I have cans of powder that are 35+ years old. I am about to load some Bullseye into some.45ACP's and I have some of the above pictured powders as well, all have been stored in their original cans, in a cool dry place, IE my garage.
As long as they haven't been overheated,.IE above about 150F, or allowed to get wet, there isn't anything wrong with it.
Pour some out and examine, if all of the grains are a normal looking and a consistant graphite color, and the powder pours nicely with no gobs or chunks then it hasn't started to break down.
On the otherhand if there is a sweet smell and there looks to be a yellowish seepage from the grains, or if grains are stuck together in globs, it is bad. This is normally caused by being heated above 150F, Get rid of it!
This is the same thing that happens to dynamite when it breaks down, it starts seeping nitro out of the paper casing. Very touchy stuff at that point.
I asked a gun shop about these old cans I had, and they all said get rid of them because they were too old. However he had ammo on the shelf that was 30+ years old! Also surplus ammo is usually 25-30 years old by the time it becomes surplus. Of course he thought I'd just freak out and buy new powder from him, so it is understandable he would tell me my stuff was unsafe.I didn't, because I was told long ago by them that knows, that the stuff lasts almost indefinately as long as it is stored properly. Indefinately is longer than 50 years.
If powder doesn't go bad in a cartridge then why should it go bad in a sealed can!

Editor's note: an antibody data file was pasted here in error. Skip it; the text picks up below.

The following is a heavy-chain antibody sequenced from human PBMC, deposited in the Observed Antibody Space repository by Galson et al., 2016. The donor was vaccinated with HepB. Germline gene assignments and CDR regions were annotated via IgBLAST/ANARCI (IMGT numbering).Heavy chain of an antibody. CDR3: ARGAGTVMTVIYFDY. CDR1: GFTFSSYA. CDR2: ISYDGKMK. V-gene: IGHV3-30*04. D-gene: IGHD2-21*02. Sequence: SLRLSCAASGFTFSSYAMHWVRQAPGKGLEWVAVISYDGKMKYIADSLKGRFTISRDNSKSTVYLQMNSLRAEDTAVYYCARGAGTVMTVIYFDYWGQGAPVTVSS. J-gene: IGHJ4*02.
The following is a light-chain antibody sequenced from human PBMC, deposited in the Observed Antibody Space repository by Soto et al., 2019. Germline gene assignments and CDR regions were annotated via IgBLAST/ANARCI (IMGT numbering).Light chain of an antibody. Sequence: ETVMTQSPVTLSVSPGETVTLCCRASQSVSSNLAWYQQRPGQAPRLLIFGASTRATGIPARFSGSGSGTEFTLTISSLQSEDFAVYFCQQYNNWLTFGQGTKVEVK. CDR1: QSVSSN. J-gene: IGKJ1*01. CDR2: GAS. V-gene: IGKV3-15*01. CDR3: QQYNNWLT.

This is "MY" .02 on this subject. Use your own best judgement.
However after looking at your picture again I would be leary of the two in the paper containers.
I was taken to task a few months ago by one of our more knowedgeable posters for using some IMR rifle powder that was perhaps 20 years old and had that IMR can "rust dust" on it even though a representative from a powder company told me it was safe to use.
One thought on powder aging in a cartridge vs. its can - there is a lot less air space in a cartridge than in a can, especially if the can is partially empty. Could/should that alter that theory?
Those containers in the back row are from the 60's I still have a unopened 1 lb. can of Hercules Reloader #7 and a can of Norma N205 which is a magnum powder and is not quite a pound as 400 grams is only about 14 oz's. I too had a can of Dupont #4831 that I bought about 1970 for $3.15 and when I opened it up a few years ago noticed orange dust rising up while pouring into the measure.
Obviously none of your powders are black powders. I always heard though that the old black powders can become unstable over many years of storage. Any truth to this?? I can remember my dad burning some old powder in a pit and telling me this. Just curious.
I never heard of black powder deteriorating over time, I have a 3/4 filled can of Dupont FFF powder from around the 20's and it looks very good. As a matter of fact the grains of powder are glossy looking unlike the dull looking Goex you see today, the appearance is similar to Swiss powder if you know what that is.
BP if it is kept dry, never goes bad or becomes unstable. Old smokeless, made after the 1920s will last almost indefinately as long as it isn't overheated or alowed to get damp. Prior to the 1920s, some powders were less chemically stable and may not always keep their burn rate.